The latest diversity figures from the Engineering and Physical Sciences Research Council (EPSRC) reveal a mixed picture. While some ethnic minorities are not yet as successful as their white colleagues in winning grants and are not as well-represented on peer review bodies, others have made up ground.

The EPSRC compares its figures against data from the Higher Education Statistics Agency (HESA) that show the proportion of ethnic minorities in engineering and physical sciences in higher education. In 2018–19, 73% of researchers were white and 21% were ethnic minorities with the remainder ‘unknown’. In all, Asians (excluding Chinese) made up 8%, Chinese 7%, other 3%, mixed race 2% with Black researchers making up just 1% of academics in engineering and physical sciences.

The EPSRC’s report reveals the awarding of grants to researchers broken down by ethnicity. It shows that Black academic principal investigators (PIs) who won awards were too few in 2018–19 to register (less than five), a pattern that has repeated since 2014–15, with the exception of 2016–17. The award success rate for Black co-investigators was 42% in 2018–19 rising from zero in 2014–15, fluctuating significantly over the past five years. The award success rate for white PIs and co-investigators were both 28% in 2018–19, compared with 38% and 37%, respectively, in 2014–15.

An image showing the share by ethnicity for all roles (2018-19)

Source: © 2020 UK Research and Innovation

Award share by ethnicity in 2018-19 for PI, co-investigator and fellows, alongside the labour market share and HESA academic population, respectively 

Asians, Chinese and mixed race are all represented in engineering and physical sciences in higher numbers than would be expected from HESA data. The award rate for Asian (excluding Chinese) PIs fell from 33% in 2014–15 to 19% in 2018–19 and for co-investigator award rates fell from 35% to 20%. For Chinese PIs, it fell to 19% from 25% over the same time period, while for co-investigators it fell slightly to 24% from 27%. The award rate for mixed race PI applicants remained strong at 35% in 2018–19 rising from 30% in 2014–15 and for co-investigator awards, rates fell to 22% from 47%.

The most progress has been made in fellowships, albeit from a very low base. Ethnic minorities made up 24% in 2018–19, up from 10% in 2014–15. With numbers so low, tracking improvement is difficult. But in 2018–19, the award rate for white fellowships was 31% compared to 50% for Chinese, 31% for mixed race, 26% for Asians and numbers were too low to register for Black physical sciences researchers.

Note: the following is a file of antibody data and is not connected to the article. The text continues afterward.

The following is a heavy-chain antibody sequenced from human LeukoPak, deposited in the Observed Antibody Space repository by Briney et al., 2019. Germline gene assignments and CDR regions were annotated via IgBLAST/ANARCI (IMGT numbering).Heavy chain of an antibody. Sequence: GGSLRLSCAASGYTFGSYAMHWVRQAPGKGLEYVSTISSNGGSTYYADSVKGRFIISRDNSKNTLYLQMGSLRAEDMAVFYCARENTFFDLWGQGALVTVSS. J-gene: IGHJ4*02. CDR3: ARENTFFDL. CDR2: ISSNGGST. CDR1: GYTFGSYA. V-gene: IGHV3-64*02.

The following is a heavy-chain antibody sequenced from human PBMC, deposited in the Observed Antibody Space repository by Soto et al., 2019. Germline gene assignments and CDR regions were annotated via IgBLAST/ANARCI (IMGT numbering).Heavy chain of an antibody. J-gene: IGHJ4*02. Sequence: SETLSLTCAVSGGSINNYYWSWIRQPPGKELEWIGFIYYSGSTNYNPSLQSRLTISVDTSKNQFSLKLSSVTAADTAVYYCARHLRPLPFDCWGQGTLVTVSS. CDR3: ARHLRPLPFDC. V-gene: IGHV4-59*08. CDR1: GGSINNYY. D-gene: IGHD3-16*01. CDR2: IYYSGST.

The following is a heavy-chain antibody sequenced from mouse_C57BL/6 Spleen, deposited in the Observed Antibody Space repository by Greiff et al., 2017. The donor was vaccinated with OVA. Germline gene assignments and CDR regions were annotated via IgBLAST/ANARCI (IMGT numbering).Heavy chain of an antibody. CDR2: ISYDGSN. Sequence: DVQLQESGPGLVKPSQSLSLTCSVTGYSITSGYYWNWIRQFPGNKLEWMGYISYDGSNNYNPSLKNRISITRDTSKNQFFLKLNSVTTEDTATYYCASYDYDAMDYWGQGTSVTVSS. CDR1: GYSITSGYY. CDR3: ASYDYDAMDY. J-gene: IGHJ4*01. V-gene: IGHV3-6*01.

The EPSRC also found that while the proportion of ethnic minority researchers participating in peer review has increased, this is still not representative of the engineering and physical sciences academic population. The EPSRC selects most of its reviewers and panel members from its peer review college. However, ethnic minorities only represent 15% of the college, compared with 20% of researchers. Ethnic minorities now account for 8.1% of review panel members.

Taking action

The EPSRC says it will take several actions including encouraging self-nominations to the college, engaging with senior management in universities and business to improve ethnic minority representation at all research career stages and is asking researchers to submit their views on diversity.

‘Without a major shift in policy, gaps [in funding streams] are unlikely to close anytime soon [although] we are starting to see some positive direction of travel in fellowships and membership of the peer review college,’ says Tanvir Hussain, a materials scientist and deputy director of equality, diversity and inclusion at the University of Nottingham.

An image showing PI share and active labour market & HESA staff population

Source: © 2020 UK Research and Innovation

Breakdown of share of PIs in engineering and physical sciences among different ethnicities  

Hussain recommends addressing conscious and unconscious biases in the peer review process urgently. ‘We can see from the data that ethnic minority academics submit a good number of proposals, but these are being rejected. Ethnic minority academics are also under-represented in panel membership and panel chairs.’ Other barriers to change include lack of mentors and role models, lack of access to research networks and poor university support. ‘Some of these issues run much deeper, and are embedded in the way institutions and research councils are structured. We have to address the structural barriers to close the grant-awarding gap.’

‘Positive action’ is one way forward. He suggests ranking ethnic minority PIs separately from the main applicant list, as happens for new investigator grants, and ring-fencing funding for ethnic minority academics.

Mike Sulu, a lecturer in the department of biochemical engineering and co-chair of the race equality steering group at University College London, agrees the problem is selecting applications, not attracting applicants. ‘There is a lack of clarity about what is needed from a proposal, and that can be circumvented by having [supporters] with extensive research or grant-winning experience. There is always a little elitism around where research is conducted, and all these things combine to have an adverse effect. For example, there is an advantage being at a research-intensive institution, but they tend to be less diverse.’

Sulu says the EPSRC could impose more stringent equality rules on funding and focus more on researchers from known ‘diverse’ groups, even if they are from less research-intensive, smaller institutions or ‘lower’ down the career ladder. ‘There are many interventions that could be done, and data-driven approaches are key, but the easy, quick fixes will always start with inclusion.’